The earlier studio views, still lifes of apples and onions, and portraits, including one of Andy Warhol from the Whitney Museum of American Art, round out the picture of an artist’s development over time and the search for (and ultimate settling upon) subject. Wilson may have diverted course from time to time after she locked in on her layered landscapes, but it could not have been from boredom. The variety she found in these fictive and remembered views seems endless, only limited by her imagination, which is a way of saying not limited at all.

The Drawing Room brings together works on paper and some of the smaller paintings. This show seems to favor Freilicher in its selections, particularly on paper, where a sepia ink drawing, “Pheasant Quill Landscape” from 1992, is a show stopper, benefiting from an intimacy and immediacy also apparent in other works on view. Wilson still makes a strong showing, but her seven works on paper at the Parrish land a more powerful punch. Her three watercolors at the Drawing Room are more ethereal and delicate. 

Wilson’s 18-square-inch paintings dominate the small back gallery, benefiting from the coziness of the space in a way that exposes another weakness in the Parrish installation. The cavernous room that houses both artists’ landscapes tends to swallow them up and diminish the impact of their gestures, best experienced in close proximity.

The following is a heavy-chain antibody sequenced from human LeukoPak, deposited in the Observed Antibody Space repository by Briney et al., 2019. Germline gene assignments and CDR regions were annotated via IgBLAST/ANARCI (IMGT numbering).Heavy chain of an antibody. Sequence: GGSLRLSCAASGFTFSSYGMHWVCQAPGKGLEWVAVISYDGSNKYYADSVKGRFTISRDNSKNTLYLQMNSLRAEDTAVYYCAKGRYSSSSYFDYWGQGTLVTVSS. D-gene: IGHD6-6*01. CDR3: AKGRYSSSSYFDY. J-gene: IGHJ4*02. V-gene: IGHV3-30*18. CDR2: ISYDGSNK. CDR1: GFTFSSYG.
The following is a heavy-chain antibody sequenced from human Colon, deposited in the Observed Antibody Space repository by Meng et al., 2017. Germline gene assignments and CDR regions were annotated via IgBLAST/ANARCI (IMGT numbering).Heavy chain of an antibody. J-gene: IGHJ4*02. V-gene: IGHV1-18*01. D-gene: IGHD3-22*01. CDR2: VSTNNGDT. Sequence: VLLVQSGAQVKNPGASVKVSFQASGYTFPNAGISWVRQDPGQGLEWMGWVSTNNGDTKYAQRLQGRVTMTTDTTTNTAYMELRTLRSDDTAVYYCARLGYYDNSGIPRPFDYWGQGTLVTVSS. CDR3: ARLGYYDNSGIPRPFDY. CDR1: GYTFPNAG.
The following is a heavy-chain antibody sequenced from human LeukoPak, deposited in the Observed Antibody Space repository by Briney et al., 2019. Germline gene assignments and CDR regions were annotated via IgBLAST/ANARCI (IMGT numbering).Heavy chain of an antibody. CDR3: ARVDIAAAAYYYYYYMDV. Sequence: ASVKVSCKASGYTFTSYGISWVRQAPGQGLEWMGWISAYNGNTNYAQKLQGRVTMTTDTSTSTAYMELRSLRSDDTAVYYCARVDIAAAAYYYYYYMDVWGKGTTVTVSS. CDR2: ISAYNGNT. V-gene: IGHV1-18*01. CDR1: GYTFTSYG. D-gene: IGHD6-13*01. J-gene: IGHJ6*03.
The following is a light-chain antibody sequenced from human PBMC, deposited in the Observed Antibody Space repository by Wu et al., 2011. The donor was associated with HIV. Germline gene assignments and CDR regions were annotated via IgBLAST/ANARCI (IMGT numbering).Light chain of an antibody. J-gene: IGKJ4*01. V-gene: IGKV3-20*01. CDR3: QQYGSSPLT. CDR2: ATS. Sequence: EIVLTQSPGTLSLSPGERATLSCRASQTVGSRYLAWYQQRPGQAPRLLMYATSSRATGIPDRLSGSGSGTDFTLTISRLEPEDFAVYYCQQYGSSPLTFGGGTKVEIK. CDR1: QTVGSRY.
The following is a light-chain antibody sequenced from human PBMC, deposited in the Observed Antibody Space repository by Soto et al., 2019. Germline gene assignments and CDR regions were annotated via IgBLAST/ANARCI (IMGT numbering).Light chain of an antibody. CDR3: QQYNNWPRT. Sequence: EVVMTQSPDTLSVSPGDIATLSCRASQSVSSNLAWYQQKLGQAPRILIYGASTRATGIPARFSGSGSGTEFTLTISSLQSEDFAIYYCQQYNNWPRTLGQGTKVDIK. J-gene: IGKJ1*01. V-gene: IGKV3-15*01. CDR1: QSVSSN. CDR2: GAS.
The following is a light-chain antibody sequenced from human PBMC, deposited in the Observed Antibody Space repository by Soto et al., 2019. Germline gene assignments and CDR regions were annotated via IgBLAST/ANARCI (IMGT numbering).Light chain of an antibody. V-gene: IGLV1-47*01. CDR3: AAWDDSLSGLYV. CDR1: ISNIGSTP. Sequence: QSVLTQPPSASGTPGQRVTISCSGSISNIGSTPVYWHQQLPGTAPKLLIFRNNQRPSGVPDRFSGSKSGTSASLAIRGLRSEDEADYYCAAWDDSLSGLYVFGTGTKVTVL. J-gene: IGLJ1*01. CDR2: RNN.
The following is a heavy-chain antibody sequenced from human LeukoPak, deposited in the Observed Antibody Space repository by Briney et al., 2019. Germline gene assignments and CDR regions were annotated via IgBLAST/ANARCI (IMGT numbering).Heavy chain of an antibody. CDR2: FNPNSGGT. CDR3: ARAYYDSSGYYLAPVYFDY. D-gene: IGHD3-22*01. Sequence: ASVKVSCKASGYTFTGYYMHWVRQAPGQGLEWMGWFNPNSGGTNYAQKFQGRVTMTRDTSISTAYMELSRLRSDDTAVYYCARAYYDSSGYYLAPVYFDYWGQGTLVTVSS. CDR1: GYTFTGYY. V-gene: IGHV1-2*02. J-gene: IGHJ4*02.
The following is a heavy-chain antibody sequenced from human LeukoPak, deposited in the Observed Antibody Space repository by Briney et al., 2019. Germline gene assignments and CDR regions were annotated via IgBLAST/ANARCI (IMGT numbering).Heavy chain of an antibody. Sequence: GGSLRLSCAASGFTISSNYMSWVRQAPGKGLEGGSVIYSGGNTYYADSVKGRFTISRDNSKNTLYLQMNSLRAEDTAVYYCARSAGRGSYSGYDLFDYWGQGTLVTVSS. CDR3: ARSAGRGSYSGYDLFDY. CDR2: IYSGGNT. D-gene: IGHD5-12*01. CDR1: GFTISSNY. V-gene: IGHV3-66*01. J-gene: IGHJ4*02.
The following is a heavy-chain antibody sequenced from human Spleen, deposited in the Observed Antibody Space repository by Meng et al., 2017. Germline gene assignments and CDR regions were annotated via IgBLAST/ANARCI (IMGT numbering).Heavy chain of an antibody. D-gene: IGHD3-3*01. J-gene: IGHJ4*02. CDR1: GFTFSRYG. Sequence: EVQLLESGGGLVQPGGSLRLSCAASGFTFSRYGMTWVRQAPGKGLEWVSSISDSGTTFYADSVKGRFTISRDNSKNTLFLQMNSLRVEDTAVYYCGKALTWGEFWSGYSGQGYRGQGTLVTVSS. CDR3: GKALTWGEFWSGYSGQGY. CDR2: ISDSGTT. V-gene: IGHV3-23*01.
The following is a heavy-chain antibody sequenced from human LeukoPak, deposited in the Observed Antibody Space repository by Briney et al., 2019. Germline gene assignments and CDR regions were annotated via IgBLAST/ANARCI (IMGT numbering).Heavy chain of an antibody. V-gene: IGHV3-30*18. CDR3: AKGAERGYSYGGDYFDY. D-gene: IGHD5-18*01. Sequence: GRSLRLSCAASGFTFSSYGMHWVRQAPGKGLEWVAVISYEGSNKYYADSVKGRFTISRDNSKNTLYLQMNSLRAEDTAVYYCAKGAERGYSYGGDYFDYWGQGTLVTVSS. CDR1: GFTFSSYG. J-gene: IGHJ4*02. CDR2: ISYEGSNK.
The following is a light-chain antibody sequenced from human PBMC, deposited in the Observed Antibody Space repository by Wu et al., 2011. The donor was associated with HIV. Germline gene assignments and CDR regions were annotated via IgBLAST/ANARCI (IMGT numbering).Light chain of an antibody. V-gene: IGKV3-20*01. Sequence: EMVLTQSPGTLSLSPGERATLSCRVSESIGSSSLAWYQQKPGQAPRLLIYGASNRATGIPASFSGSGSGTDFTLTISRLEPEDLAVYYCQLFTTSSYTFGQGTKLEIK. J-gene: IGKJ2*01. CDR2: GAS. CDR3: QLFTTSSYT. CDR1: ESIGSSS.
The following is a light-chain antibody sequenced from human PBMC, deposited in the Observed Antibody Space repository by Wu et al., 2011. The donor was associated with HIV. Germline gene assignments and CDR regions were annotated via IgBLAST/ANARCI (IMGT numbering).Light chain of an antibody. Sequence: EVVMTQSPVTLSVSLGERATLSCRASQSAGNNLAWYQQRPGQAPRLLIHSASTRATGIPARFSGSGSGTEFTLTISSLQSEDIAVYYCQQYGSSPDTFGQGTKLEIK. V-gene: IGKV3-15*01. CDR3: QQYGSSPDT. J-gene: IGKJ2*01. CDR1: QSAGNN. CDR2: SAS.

Also in the Parrish’s spine gallery are a number of photographs of the artists and their circle, both in city and country, taken primarily by John Jonas Gruen, Wilson’s husband. They are the physical embodiment of every myth or legend of those long-gone summers, proof that the Olympians of that time did indeed exist and frolicked in bacchanals on that once pristine strand. Portraits of the artists by other artists and poems and drawings round out the full examination of their lives and the extent of their circle. It’s a full document and one that could have filled the entire museum given the length of their careers, the glamour of their lives (Wilson helped support her family by being a fashion model), and the quality of their work.

What keeps coming up when people have gathered recently to discuss Freilicher and Wilson is how the current generation of young artists, unburdened by the strictures of Formalism, fully appreciate their achievements in painting. Let’s hope that they make the pilgrimage to Water Mill and find inspiration the way young artists paid tribute to those MoMA memorials of a previous century.

The Parrish exhibition is on view through Jan. 18; the Drawing Room show closes on Dec. 7.

Jane Freilicher’s “Pheasant Quill Landscape‚” from 1992.Jenny Gorman for the Drawing Room
Jane Freilicher’s undated oil “Untitled (Mecox Bay),” Jenny Gorman for the Drawing Room
Jane Wilson’s 1964 oil on linen “View From Seven Ponds Bridge,”Jenny Gorman for the Drawing Room
An oil from 1983, Jane Wilson’s “Rain on Avenue B,”
Jane Freilicher’s “Flowers and Pine Trees,”
Jane Wilson's 1981 oil, “Seven Green Apples,” from the Parrish Art Museum permanent collection.
A photograph taken by John Jonas Gruen in Water Mill in 1959 includes many players from the New York art scene. Front row: Robert Rauschenberg, Steven Rivers (standing), Larry Rivers, Herbert Machiz, Grace Hartigan (lying down), and John Myers. Back row: Maxine Groffsky, Joe Hazan, Mary Abbott, Jasper Johns, Sondra Lee, Jane Freilicher, Roland Pease, and Tibor de Nagy.